In the automotive domain, the following use cases are defined:


The arrival of an airplane at the airport involves manual work, such as attaching and running ground units that provide power, fuel, water, cooling or heating. In the frame of this project, the Touch and Go Assistant will be applied to a specific ground unit that supplies pre-conditioned air to the airplane. Operating these devices at high efficiency currently requires two operators to be present the whole time – in the airplane and on ground. The operators communicate the necessary adjustment of the air flow via walky-talky. This “human control loop” is too cumbersome for some airlines, hence the devices run in an un-supervised and much less efficient mode.

The Touch and Go Assistant will simplify this work: An initial association of the airplane and its ground unit – in line with current procedures – is sufficient. After that, the machines will communicate and work independently at high efficiency. No need for further interaction between ground and airplane personal. The assistant can also serve in other situations, like refuelling  or general maintenance connectivity. It also lays the foundation for future
services like automatic luggage retrieval.

As the assistant is part of the on-board communication system of the airplane, the whole system must be taken into consideration and all of it must be secured against external or internal attacks. Adding functionality to this existing system will open a new interface to the external world and therefore  requires thorough security and validation investigations.

Below presented, is a screenshot of early version of PhyWiSe tool, used for communication simulation and jamming detection in UC7:

The demonstration is based around a formal mathematical model of the ‘Touch And Go Assistant’ system. The model is constructed using iUML-B, a diagrammatic front-end for Event-B which has automatic theorem provers, model-checkers and animation tools. The demonstration shows how the tools can be used to analyse a security threat by:

  • examining un-proven proof obligations,
  • running the model-checker to produce a sequence of actions leading to a breach of security and iii) animating the model to validate its behaviour. Formal modelling has been used or proposed extensively for the verification of safety properties but less so for security at the systems level.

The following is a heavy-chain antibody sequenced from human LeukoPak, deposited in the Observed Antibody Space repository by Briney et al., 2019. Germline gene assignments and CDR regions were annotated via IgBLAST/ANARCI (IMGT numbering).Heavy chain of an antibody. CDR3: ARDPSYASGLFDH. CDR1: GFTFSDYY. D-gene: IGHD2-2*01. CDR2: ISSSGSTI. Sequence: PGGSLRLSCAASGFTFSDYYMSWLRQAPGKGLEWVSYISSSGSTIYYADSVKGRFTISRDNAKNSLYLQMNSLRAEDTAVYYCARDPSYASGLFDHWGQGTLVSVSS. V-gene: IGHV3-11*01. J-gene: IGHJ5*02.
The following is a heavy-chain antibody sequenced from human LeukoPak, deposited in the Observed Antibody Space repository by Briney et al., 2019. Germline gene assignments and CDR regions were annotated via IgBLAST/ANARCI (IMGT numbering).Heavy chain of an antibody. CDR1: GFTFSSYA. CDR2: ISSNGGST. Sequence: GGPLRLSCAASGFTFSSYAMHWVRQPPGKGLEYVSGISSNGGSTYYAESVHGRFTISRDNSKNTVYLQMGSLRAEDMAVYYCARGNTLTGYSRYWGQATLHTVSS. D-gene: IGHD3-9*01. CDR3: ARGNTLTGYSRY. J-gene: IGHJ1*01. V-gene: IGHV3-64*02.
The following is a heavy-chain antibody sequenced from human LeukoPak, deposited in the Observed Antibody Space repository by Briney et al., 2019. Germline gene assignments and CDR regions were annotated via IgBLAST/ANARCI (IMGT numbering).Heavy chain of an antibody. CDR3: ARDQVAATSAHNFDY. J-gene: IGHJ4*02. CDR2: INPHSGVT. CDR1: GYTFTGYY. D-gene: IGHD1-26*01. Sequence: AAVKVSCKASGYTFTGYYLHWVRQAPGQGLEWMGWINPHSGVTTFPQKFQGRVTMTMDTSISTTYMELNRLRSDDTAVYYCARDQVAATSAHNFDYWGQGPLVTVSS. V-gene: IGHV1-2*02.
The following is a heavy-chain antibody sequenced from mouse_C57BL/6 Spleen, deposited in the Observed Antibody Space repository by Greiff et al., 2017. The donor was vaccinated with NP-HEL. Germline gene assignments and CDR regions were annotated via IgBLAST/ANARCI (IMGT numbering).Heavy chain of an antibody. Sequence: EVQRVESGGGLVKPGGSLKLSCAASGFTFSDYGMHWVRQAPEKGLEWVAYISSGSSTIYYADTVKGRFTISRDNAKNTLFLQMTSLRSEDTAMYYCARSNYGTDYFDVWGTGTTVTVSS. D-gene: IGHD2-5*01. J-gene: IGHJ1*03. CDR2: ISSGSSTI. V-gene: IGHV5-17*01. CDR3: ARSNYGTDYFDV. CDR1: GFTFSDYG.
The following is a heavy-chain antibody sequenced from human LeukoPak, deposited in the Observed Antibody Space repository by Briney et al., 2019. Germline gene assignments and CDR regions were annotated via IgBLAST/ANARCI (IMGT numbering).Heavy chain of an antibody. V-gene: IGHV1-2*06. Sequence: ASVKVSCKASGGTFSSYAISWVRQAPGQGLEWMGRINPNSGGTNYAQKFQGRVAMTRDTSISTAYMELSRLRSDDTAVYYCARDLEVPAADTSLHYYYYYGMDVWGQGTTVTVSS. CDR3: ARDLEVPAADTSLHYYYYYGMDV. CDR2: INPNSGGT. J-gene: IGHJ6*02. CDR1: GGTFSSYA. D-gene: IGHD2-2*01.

In UC7, models of a proposed ‘Touch and Go Assistant’ system with a focus on analysing its security properties are developed, with the use of tool-generated verification obligations and counter-example traces to analyse flaws and suggest requirements that mitigate security threats.


The main objective of this Use Case is a detailed description of the condition and requirements for a system used to navigate and observe space conditions in a dependable and reliable way. The partners focus on:

  • Describing the space environment in which a video processor system operates
  • Defining functional requirements for the system under test from actual mission scenarios
  • Defining non-functional requirements to operate in space
  • Describing certification and validation procedures

In this Use Case, the system under test is an industrial system that consists of multicore architectures capable of in-flight reconfiguration in present actual payload data processing equipment, for video processing, and navigation sensors based on camera systems. These video processors are in charge of conditioning, processing, compressing and ciphering the images acquired by an Earth Observation Satellite before their transmission to ground for navigation purposes.

A monitoring system based on a graphical user interface is used to validate the Autonomous Vision Based Navigation system under test. The system is composed of a reconfigurable Image Processing (IP) unit in charge of generating navigation information from target asteroid surface images. Three different algorithms provide navigation information in different phases of the mission. They are integrated on a programmable HW architecture performing the reconfiguration of the IP on each mission phase and being robust to radiation induced failure events. A Guidance, Navigation & Control (GNC) unit is executed in the same target board as the IP.  A camera is the key sensor. Additional required spacecraft sensors are modelled. Real world dynamics and kinematics in the descent and landing trajectory to the target asteroid are also modelled and interfaced to the SUT board. In this way the system is fed with images, navigation solutions, sensor input data and actuators commands to the GNC, enabling the autonomous navigation to small bodies in space.